A few years ago, I went down the injury rabbit hole:
- Bought and devoured over 10 running books in less than two months (my recommendations)
- Attended a “Yoga for Injury Prevention” class (waste of time)
- Surveyed tens of thousands of my readers (resulting in fascinating insights into how most runners think about and deal with injuries)
- Read more PubMed articles than I care to remember…
What emerged was a more comprehensive, well-rounded, and effective approach to injuries that has helped thousands of runners get – and stay – healthy.
Do you know what struck me as most surprising from all of this research? That even after having 10+ coaches and 15+ years of running experience, there was LOT I didnt know!
I believed I had a firm grasp on what it took to stay healthy. But I was wrong.
I realized that static stretching will not prevent injuries. That most runners were doing strength training all wrong. And heel-striking isn’t necessarily a “bad” thing.
Many runners have similar misconceptions about injury prevention – and I cover many of them here.
Let’s dive into one of the most widespread myths that pervade the running community: that strength training will help you stay healthy.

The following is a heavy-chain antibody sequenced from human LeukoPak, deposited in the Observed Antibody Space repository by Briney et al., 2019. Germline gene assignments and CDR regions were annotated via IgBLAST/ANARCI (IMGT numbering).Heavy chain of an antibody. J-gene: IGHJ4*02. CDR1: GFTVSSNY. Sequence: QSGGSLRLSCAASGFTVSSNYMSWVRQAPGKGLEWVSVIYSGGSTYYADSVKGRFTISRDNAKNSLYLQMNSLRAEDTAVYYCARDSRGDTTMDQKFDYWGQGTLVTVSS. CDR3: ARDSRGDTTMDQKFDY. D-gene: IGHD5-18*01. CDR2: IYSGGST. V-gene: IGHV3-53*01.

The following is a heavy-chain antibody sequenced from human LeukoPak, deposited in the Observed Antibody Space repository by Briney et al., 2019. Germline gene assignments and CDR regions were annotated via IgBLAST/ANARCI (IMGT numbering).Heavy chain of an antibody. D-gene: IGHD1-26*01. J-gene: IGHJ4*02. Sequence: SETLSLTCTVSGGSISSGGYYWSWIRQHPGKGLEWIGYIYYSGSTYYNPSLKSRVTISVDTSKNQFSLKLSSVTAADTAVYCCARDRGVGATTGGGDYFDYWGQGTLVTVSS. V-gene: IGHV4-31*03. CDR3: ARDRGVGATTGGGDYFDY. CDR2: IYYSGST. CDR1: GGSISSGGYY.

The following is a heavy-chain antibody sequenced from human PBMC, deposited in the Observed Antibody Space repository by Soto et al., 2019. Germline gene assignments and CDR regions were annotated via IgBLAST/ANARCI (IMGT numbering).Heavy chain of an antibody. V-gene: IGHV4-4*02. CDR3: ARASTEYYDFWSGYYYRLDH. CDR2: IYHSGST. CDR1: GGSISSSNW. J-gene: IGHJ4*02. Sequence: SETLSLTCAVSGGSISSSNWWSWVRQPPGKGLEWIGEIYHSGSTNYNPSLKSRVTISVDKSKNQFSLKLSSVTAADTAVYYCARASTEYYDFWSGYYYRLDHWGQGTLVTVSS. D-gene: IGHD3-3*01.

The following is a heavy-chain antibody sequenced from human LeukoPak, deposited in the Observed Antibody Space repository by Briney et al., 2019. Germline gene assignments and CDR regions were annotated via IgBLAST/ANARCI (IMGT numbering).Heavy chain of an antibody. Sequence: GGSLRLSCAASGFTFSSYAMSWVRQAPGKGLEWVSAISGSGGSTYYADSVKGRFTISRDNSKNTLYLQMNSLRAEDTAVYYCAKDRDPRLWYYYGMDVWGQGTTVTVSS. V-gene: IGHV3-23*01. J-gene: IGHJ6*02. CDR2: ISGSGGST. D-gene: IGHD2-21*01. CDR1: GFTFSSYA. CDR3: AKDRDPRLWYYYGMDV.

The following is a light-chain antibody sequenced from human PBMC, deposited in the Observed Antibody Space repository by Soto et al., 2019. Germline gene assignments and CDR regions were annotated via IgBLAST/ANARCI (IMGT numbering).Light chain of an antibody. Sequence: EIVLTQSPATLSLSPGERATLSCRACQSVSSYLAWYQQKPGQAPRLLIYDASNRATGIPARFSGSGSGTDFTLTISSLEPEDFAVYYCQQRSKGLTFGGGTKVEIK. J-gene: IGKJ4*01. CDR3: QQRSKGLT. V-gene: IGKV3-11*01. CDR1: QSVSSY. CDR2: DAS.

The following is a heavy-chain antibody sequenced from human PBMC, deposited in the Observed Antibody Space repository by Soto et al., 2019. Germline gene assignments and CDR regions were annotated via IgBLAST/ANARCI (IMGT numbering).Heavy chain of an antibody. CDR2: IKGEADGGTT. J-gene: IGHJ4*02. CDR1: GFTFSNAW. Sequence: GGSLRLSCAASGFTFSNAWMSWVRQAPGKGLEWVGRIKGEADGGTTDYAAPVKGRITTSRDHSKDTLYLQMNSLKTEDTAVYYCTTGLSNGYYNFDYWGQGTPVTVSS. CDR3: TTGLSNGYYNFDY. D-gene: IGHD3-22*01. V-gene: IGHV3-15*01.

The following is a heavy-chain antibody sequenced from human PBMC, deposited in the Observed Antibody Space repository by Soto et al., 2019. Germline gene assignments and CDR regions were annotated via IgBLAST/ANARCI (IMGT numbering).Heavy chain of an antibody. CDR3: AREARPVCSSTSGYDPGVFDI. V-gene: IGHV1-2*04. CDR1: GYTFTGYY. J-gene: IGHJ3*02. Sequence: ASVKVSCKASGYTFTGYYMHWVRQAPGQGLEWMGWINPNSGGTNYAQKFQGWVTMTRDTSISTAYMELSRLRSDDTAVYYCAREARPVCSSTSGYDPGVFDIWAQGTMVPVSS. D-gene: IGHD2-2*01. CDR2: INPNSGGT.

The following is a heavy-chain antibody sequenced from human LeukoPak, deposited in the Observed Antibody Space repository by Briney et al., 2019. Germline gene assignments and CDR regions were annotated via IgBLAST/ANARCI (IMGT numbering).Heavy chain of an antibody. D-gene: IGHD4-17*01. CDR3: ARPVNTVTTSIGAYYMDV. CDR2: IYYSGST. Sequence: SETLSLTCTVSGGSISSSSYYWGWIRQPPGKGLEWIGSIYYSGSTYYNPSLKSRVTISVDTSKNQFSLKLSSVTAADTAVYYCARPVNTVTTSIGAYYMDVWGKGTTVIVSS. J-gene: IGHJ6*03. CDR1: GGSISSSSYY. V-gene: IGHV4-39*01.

Does Strength Training Prevent Injuries?
Spoiler: of course strength training will help you stay healthy!
But there’s an enormous caveat: it’s not the most important element of prevention. If your running isn’t programmed well, you’ll likely get hurt no matter how much strength training you do.
After all, no amount of strength training can overcome poor training.
Episode 31 of Q&A with Coach dives into this topic in more detail:
Show Notes and Links:
:25 – Why do I keep getting injured when I’m rotating several of your strength routines?
1:00 – Why strength training won’t compensate for poor training structure
1:30 – What is “training structure?”
2:25 – The 3 most important elements of injury prevention
3:20 – Runner-specific strength and core routines that I recommend
The routines that I recommend in the video are:
Use these workouts to “sandwich” your run between a dynamic warm-up (like the Mattock Warm-up) and a runner-specific core/strength routine.
For more details on how to plan effective training, sign up here to learn about the most important aspect of injury prevention. The first lesson will be in your inbox within the hour.